Alabama Political Reporter (APR) – For the first time in at least 20 years, Alabama teens will not participate in the biennial Youth Risk Behavior Survey (YRBS) from the Centers for Disease Control, although it’s unclear why or who made the decision.
The YRBS tracks a number of important trends among high schoolers, including mental health issues and sexual activity.
Mental health experts consider the survey an important tool in a time when teen suicides and depression are at all-time highs.
Likewise, the anonymous survey has proven vital in tracking sexual activity and sexually transmitted diseases among teens.
For some reason, however, Alabama officials earlier this year returned the CDC funding to complete the survey. Last week, state superintendent Eric Mackey, whose Alabama State Department of Education has administered the survey in odd years since at least 2003, acknowledged that the state was no longer participating in the survey.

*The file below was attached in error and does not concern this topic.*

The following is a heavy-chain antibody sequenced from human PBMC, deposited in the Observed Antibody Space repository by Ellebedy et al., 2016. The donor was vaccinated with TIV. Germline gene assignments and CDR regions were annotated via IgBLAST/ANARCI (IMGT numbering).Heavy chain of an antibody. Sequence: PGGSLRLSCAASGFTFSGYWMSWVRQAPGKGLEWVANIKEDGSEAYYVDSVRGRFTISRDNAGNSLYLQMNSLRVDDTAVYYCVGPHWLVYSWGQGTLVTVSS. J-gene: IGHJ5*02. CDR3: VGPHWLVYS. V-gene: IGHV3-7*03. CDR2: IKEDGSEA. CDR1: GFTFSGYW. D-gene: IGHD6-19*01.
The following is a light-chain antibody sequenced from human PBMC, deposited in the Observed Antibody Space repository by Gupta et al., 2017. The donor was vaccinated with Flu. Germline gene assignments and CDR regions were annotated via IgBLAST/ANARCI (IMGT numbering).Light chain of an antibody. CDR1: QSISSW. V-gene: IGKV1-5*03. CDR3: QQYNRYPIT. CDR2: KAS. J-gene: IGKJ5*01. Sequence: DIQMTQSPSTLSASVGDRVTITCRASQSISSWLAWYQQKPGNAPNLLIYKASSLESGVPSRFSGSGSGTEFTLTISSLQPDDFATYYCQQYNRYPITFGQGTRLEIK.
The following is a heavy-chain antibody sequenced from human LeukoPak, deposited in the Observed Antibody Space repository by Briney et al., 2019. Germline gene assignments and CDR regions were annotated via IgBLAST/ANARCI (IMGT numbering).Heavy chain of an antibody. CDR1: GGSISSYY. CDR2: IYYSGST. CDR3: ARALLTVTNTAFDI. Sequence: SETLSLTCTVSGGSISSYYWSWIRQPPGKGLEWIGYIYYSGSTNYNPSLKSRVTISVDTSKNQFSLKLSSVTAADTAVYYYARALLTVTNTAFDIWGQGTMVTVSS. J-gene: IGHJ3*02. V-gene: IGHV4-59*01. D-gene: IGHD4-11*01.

“While school districts across the country are under fire for exposing children to radical gender ideology and dangerous sexual practices, the CDC is encouraging educators to help their ‘schools enhance LGBTQ inclusive policies, programs, and practices.’” – Texas Scorecard, CDC Promotes ‘LGBTQ Inclusivity,’ January 3, 2023
APR asked for an explanation for why the state has opted out and who made that decision. While Mackey indicated that he wasn’t involved in the decision to opt out, he did not provide APR with an answer for who made the call.
A CDC chart obtained by APR shows that Alabama officials accepted at least $100,000 annually in funding over the past six years, but in December, it returned more than $46,000 to the CDC and informed the CDC it was opting out of the cooperative agreement.
“It is unclear to us why ALSDE has decided to send YRBS funding back,” said Alabama Campaign For Adolescent Sexual Health executive director Christina Clark Okarmus.
“The loss of this information is huge. YRBS data allowed us to track how many Alabama youth were engaging in sexual behaviors, how many were using safer sex methods like condoms and birth control, and how many were tested for HIV and STIs.